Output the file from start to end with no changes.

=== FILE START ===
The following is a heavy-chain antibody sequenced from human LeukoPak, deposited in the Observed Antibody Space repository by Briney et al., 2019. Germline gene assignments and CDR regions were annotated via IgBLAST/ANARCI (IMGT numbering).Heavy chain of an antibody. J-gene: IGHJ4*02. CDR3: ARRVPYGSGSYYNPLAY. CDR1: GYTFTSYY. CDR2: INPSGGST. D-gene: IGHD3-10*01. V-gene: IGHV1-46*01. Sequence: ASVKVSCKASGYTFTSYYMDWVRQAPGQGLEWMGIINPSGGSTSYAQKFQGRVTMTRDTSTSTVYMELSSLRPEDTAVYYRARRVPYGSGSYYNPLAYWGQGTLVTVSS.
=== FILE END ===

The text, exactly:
The following is a heavy-chain antibody sequenced from human LeukoPak, deposited in the Observed Antibody Space repository by Briney et al., 2019. Germline gene assignments and CDR regions were annotated via IgBLAST/ANARCI (IMGT numbering).Heavy chain of an antibody. J-gene: IGHJ4*02. CDR3: ARRVPYGSGSYYNPLAY. CDR1: GYTFTSYY. CDR2: INPSGGST. D-gene: IGHD3-10*01. V-gene: IGHV1-46*01. Sequence: ASVKVSCKASGYTFTSYYMDWVRQAPGQGLEWMGIINPSGGSTSYAQKFQGRVTMTRDTSTSTVYMELSSLRPEDTAVYYRARRVPYGSGSYYNPLAYWGQGTLVTVSS.